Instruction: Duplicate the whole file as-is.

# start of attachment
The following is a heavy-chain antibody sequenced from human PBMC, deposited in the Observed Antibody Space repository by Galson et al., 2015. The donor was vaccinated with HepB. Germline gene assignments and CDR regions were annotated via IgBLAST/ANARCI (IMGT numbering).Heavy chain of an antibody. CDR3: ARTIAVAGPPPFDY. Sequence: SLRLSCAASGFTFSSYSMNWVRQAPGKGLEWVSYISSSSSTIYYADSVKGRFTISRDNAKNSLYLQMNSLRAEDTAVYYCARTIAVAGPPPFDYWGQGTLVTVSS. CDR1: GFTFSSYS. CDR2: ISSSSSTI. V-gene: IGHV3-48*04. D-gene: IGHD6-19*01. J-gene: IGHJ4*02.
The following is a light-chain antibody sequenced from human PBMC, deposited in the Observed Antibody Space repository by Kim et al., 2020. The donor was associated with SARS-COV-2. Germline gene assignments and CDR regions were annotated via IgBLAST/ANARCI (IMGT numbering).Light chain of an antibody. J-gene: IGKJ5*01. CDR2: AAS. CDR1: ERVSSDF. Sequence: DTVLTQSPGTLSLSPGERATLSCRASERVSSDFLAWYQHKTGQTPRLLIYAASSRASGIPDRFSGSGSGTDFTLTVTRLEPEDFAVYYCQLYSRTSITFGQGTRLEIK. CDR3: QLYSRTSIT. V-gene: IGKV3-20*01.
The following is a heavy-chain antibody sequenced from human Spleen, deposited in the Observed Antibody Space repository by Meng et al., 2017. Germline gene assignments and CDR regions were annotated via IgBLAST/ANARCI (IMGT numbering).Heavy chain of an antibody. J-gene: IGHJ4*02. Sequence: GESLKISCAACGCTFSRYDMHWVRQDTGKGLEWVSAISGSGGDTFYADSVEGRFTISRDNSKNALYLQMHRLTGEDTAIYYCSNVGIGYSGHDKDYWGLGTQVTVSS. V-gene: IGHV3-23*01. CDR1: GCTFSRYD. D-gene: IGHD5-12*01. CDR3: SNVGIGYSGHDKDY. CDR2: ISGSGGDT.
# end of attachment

The following is a heavy-chain antibody sequenced from human PBMC, deposited in the Observed Antibody Space repository by Galson et al., 2015. The donor was vaccinated with HepB. Germline gene assignments and CDR regions were annotated via IgBLAST/ANARCI (IMGT numbering).Heavy chain of an antibody. CDR3: ARTIAVAGPPPFDY. Sequence: SLRLSCAASGFTFSSYSMNWVRQAPGKGLEWVSYISSSSSTIYYADSVKGRFTISRDNAKNSLYLQMNSLRAEDTAVYYCARTIAVAGPPPFDYWGQGTLVTVSS. CDR1: GFTFSSYS. CDR2: ISSSSSTI. V-gene: IGHV3-48*04. D-gene: IGHD6-19*01. J-gene: IGHJ4*02.
The following is a light-chain antibody sequenced from human PBMC, deposited in the Observed Antibody Space repository by Kim et al., 2020. The donor was associated with SARS-COV-2. Germline gene assignments and CDR regions were annotated via IgBLAST/ANARCI (IMGT numbering).Light chain of an antibody. J-gene: IGKJ5*01. CDR2: AAS. CDR1: ERVSSDF. Sequence: DTVLTQSPGTLSLSPGERATLSCRASERVSSDFLAWYQHKTGQTPRLLIYAASSRASGIPDRFSGSGSGTDFTLTVTRLEPEDFAVYYCQLYSRTSITFGQGTRLEIK. CDR3: QLYSRTSIT. V-gene: IGKV3-20*01.
The following is a heavy-chain antibody sequenced from human Spleen, deposited in the Observed Antibody Space repository by Meng et al., 2017. Germline gene assignments and CDR regions were annotated via IgBLAST/ANARCI (IMGT numbering).Heavy chain of an antibody. J-gene: IGHJ4*02. Sequence: GESLKISCAACGCTFSRYDMHWVRQDTGKGLEWVSAISGSGGDTFYADSVEGRFTISRDNSKNALYLQMHRLTGEDTAIYYCSNVGIGYSGHDKDYWGLGTQVTVSS. V-gene: IGHV3-23*01. CDR1: GCTFSRYD. D-gene: IGHD5-12*01. CDR3: SNVGIGYSGHDKDY. CDR2: ISGSGGDT.